After two blocks, she halted, breathless and grinning because of her secret: that she had nowhere to run, no place to hasten toward, not in this city or in the world. All these people strode past with intent. Citizens had locations and they had motives, families, meetings. Tooly had none.
Another thing I enjoyed about this novel, was not knowing where it would take me next. What piece of the puzzle will be revealed? Who am I going to learn more about? Where is Tooly’s life going to take her next? The characters is this book travel all over, and some have unique lifestyles, including Tooly herself.
This was more than just a fun read. I quickly became emotionally attached to many of the characters, and wanted things to turn out well for them, while knowing that couldn’t always be the case. I was surprised by how touching some of the relationships were. Tooly was influenced in her life by varying people, and I think she surprises herself by her close attachment to some of them.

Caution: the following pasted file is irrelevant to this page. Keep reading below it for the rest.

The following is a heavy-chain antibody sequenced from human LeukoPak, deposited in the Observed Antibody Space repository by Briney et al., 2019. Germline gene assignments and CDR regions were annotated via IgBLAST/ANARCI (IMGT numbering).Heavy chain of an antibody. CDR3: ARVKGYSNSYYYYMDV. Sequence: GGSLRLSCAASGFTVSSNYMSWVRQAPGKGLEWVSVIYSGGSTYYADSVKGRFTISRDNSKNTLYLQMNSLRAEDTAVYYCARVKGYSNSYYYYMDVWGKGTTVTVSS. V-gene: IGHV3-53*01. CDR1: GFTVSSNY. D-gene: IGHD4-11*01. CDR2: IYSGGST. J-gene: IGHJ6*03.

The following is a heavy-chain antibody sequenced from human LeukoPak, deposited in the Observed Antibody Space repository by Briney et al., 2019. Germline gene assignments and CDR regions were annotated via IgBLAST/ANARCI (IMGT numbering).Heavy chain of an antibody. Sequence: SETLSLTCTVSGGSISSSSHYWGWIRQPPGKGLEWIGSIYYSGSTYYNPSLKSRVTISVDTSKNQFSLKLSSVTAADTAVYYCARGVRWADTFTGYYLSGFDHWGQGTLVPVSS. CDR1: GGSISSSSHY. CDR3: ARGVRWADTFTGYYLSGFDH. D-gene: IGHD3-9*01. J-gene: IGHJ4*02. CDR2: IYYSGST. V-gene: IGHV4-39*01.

So much of what Tooly thought, said, her mannerisms, attitudes, and humour, had come from Venn. There was no meaning to “Tooly” without him inside it. The two were akin: living among others but estranged from everyone, recognizing the pretense, forsaking a place of their own for the right, as Venn put it, “to relieve citizens of their transitory property.” He and she had no interest in riches, only in remaining free of the fools who reigned, and always would.
This book could be looked at as a study of influences and relationships. Does life have meaning and worth when you cut yourself off from others? Is it even possible to cut yourself off from other people, while remaining among them? Tooly’s journey in the present is to re-visit the past, asking herself how she got to where she is today. Who held influence over her as she was growing up, and how? Armed with a clearer picture of her past, Tooly can decide how she wants her life to be in the future.
In the end, I was left with a sense of satisfaction, and hope for whatever is to come. And, some great quotes: